By Melanie Lockwood Herman
Recently I hosted wilderness survival expert Laura Handley while she was in town guiding a crew of day campers in a program sponsored by the nonprofit land trust in my village. Handley is a writer, hiker, and forager who once hiked to the highest points in 38 states in a four-month period. One evening during her stay, I had a chance to ask Laura about the genesis of her interest in survival skills and her perspective on risk.
Melanie: How did your interest in wilderness survival skills come about?
Laura: I’ve always been interested in nature. I was quiet as a kid; nature was a refuge for me. As I got older, I started hiking, beginning with trails in Blacksburg, Virginia, when I was attending Virginia Tech.
When I was 20, I impulsively bought a bunch of camping gear. It was a huge investment at the time, but since that purchase, I’ve used the gear I bought on so many trips—it’s really paid off. I started off with simple trips, like overnights to nearby mountains, and then throughout my early 20s, I stepped up to more and more logistically challenging trips. On one of those trips, to Mount Mitchell (NC), I met someone who introduced me to ‘highpointing’–hiking the highest points in the US states.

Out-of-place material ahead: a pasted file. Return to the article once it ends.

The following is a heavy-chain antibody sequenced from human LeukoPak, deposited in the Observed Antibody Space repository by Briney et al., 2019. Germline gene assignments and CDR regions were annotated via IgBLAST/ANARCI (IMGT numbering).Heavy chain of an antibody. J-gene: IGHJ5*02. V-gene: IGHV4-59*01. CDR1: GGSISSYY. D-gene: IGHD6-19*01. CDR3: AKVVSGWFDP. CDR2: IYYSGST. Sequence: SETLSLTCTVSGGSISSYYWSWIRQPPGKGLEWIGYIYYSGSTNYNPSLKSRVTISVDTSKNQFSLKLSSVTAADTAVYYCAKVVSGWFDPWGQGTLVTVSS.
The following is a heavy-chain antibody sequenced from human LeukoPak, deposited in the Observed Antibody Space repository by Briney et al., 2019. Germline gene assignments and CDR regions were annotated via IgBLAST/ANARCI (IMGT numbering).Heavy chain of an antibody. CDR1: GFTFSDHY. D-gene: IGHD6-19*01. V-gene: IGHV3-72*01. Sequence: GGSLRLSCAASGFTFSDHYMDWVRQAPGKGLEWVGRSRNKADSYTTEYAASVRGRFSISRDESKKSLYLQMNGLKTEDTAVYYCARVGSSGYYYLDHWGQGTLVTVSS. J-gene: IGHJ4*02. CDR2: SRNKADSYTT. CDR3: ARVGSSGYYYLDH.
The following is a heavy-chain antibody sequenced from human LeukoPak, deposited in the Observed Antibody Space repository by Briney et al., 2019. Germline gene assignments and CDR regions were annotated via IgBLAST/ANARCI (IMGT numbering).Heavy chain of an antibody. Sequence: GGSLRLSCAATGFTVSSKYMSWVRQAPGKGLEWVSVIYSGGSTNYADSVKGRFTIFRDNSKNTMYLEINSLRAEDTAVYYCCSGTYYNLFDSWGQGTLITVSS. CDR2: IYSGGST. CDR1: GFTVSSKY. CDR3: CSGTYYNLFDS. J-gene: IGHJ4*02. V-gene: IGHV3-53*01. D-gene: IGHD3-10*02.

That meeting inspired me to take a summer to go highpointing. My mom was freaked out about my going to all of these places alone. So I had to do a lot of expectation management and convince her that I had failsafe mechanisms to handle whatever might happen: skills, gear, and backup plans in case things got too dangerous to continue. On that trip, I started with the highpoints close to my home (Virginia), then I continued west. The last mountain I did was also the most challenging: Borah Peak in Idaho. It required a long section of scrambling, which is easy rock climbing, but on a part of the mountain so exposed to falls (hundreds of feet, in this case) that there’s no room for error. I don’t know that I could have handled the mental pressure of that scramble at the start of my trip, but I’d been building my skills all summer long, and I made it through.
What’s the biggest risk you’ve ever taken in your career… or in the great outdoors?
I’ve ended up in some tricky situations on mountains. Sometimes a route was harder than the guidebooks made it sound, and sometimes the mountain was just dangerous that day. When you’re planning a trip up a mountain, you have to consider both the technical difficulty of your route and the objective hazard, which is any risk you can’t mitigate, like bad weather or loose rock. I myself try to avoid objective hazard: I don’t like the idea that you could do everything right and still have the climb turn out badly.
What lessons about embracing or managing risk are useful when you’re hiking, camping, foraging, or guiding digital natives in day camp?
The digital natives have been pretty engaged with the camp this week; they’re interested in the outdoors in part because it’s so different from what they do in their everyday lives.